In Business Law



A breach of contract occurs when a party to a contract fails to perform their promised obligations under the agreement, entitling the non-breaching party to relief.

Claim Option

In order to recover on a breach of contract claim, first, a valid and enforceable legal document must have existed. Although this may seem simple, this fact is often overlooked. It is important to be aware of what distinguishes an ordinary, non-binding promise or favor from a formal agreement giving rise to legal duties: Whereas a promise is typically a one- sided commitment made by one party to another, enforceable contracts are mutual, bargained-for exchanges for the benefit of both parties.


A neighbor offers to water your flowers while you are away on vacation because of your friendly relationship. This is only a promise, and if your neighbor forgets or refuses to water your flowers while you are away, there is no legal recourse. If instead, your neighbor offers to water your flowers while you are away for $100 and you accept in writing, then a written contract has been created due to the exchange of benefits, or consideration, to both parties. In the latter scenario, if the neighbor accepts payment but does not perform, they have breached the contract.


What Does a Breach Look Like?

Breaches take many different forms, and can determine the type of recovery you may expect to receive as the non-breaching party. A breach can be total or partial, depending on the degree of deviation from the original agreement by the breaching party.

Total Breach

Occurs when a party wilfully breaches one of the material terms of the contract; the term that induced you into entering into the agreement.

Partial Breach

Occurs when the breaching party deviates from a nonmaterial, or non-crucial obligation of the contract.


If you hire someone to paint your living room, and they accept payment but refuse to perform, there has been a total breach of contract. If instead, during the course of performance, the person you hire to paint your house uses a paint roller when the contract calls for a paint brush, this deviation from the terms of the contract constitutes a partial, or minor breach.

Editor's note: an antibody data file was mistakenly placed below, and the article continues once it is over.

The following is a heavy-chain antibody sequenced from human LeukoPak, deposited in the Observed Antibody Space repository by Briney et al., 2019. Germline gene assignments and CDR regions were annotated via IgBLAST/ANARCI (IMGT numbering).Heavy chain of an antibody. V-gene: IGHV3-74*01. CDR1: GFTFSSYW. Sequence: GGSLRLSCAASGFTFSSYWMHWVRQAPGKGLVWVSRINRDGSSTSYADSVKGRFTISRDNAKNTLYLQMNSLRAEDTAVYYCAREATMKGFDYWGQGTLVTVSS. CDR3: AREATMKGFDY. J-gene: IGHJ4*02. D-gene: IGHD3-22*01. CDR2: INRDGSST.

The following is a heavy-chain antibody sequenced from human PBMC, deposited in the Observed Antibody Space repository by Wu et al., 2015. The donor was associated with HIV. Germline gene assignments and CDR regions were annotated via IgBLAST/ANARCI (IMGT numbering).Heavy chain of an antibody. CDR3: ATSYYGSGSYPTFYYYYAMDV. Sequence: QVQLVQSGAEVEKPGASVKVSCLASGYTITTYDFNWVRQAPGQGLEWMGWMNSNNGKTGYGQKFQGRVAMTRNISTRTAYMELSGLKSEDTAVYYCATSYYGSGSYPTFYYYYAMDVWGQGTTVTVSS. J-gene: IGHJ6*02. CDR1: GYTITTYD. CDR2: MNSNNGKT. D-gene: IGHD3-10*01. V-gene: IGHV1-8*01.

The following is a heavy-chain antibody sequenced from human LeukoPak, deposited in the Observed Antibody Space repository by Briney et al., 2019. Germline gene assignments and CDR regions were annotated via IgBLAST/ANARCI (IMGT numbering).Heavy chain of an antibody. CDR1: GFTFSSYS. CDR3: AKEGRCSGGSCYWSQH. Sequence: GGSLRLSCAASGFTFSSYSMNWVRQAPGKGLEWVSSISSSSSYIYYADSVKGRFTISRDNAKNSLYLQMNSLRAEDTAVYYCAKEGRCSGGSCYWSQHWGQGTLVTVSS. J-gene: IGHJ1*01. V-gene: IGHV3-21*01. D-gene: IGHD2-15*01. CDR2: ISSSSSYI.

image of torned contract

What could become a disaster can be avoided entirely when there is a clear, well-written and signed contract in place.


The overall goal of contract law is to restore the injured party to the position they would have been in had the breach not occurred. Therefore, the default remedy available for contract breaches is economic or monetary damages, and with very rare exception, contract law does not allow for punitive damages, or additional compensation as a way of punishing the breaching party. Typically, recoverable damages are limited to the amount listed in the contract.


In cases where the subject of the contract is unique, or where monetary compensation is insufficient in rectifying the harm caused by the breach, the court may order specific performance, compelling the breaching party to abide by the terms of the particular contract. For example, if you had contracted to purchase a one- of- a- kind sculpture and the seller breaches, the court may order specific performance compelling the seller to convey the artwork.

Duty to Mitigate

Harm Limitation

While you may have been wronged by a breaching party, it is important to still be mindful of the duty retained by a non-breaching party to mitigate their damages. Upon a total or partial breach, this duty requires a non-breaching party to take reasonable steps to limit the harm they suffer from the breach.


If a developer breached a contract with a builder for a brand new housing complex, the builder would have to take reasonable measures, i.e. selling the unused building supplies, to mitigate its loss.

Business Contract Attorney

To ensure that agreements are honored and expectations are met, contracts are fundamental to the business world. It is crucial for all parties involved in contractual arrangements to understand what constitutes a breach of contract and the potential consequences. Learn more with our business contracts 101 guide, and remember that consulting with a local business attorney is essential to making certain your contracts are well-drafted and compliant with South Carolina business law, minimizing the risk of breaches and their potential repercussions. Here at Henderson & Henderson law firm in Charleston, we are happy to help you do so. Call us today (phone: (843) 2123188) or contact us.

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